Studies show that older people that are involved in doing good for others also tend to be happier and more positive. In fact, a recent research report conducted by Stanford University, found that 34 million older American adults, or nearly a third, exhibit purpose beyond the self – that is, they actively pursue goals that are both personally meaningful and contribute to the greater good. Download the report here >
And with estimates that 140 million Americans will be over 50 by 2035, there is a lot of talent that non-profits and social enterprises can tap into. Two of those organizations, Encore.org and Senior Corps are determined to do just that. They are both focused on matching seniors with groups that can utilize their life experience to help solve social problems. In our FirstLantic blog this week, we profile three seniors that are part of this growing social impact movement.
Meet Grandma Alice Reid who has volunteered for over 11,341 hours as a foster grandparent. And at the youngish age of 92, she has no plans to stop. She spends an average of 33 hours per week reading to, and with, two children that are under five years old. She is so popular at the elementary school where she volunteers that more than 400 children held a 90th birthday celebration in her honor. Kindergarten teacher Regina Harshaw said, “We love Grandma Alice and we appreciate all that she does for us. She has been a wonderful part of our school.”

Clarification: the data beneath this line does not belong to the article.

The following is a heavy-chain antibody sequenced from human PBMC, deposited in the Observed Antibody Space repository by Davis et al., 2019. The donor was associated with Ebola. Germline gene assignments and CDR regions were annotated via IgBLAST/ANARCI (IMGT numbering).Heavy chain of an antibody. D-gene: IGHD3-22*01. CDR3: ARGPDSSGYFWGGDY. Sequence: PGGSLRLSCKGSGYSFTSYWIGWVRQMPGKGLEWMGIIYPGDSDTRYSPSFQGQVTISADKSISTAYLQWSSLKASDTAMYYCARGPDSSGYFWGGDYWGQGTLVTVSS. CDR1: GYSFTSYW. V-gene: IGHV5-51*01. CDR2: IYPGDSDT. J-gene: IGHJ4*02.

Steve Vradenburg works as a Senior Companion volunteer and has helping Art Schulz who lives in Seattle, Washington. Steve’s efforts allow Art (a WW II veteran who is 94 years old) to live semi-independently. Steve also served in the military as a combat medic during the Vietnam War where he was the recipient of two Purple Hearts. Together these two veterans enjoy golfing, gardening, and participating in other activities together. Watch this video to see how they enjoy spending their time together >
Former middle school teacher Allan Law now delivers 6 to 700 sandwiches a day to the homeless in Minneapolis. In fact, he has spent every day for the last 12 years distributing food and other essentials to those less fortunate. He leaves his home at 8 PM and usually doesn’t return until noon the following day. He also fields emergency calls from people who need his help while making his rounds. He doesn’t plan on quitting any time soon because he sees the impact that he makes. As Law says, “It just spreads like a good virus. If I was homeless and hungry and someone brought me a sandwich, I'd say 'thank you.'
So while the daily news can seem downright depressing at times, don’t get discouraged. There are plenty of amazing people who are doing everything in their power to make a positive social impact. And there is no reason why you can’t make a difference as well. There are even volunteer opportunities that you can do right from the comfort of your own home. So what are you waiting for? Be the change that you want to see.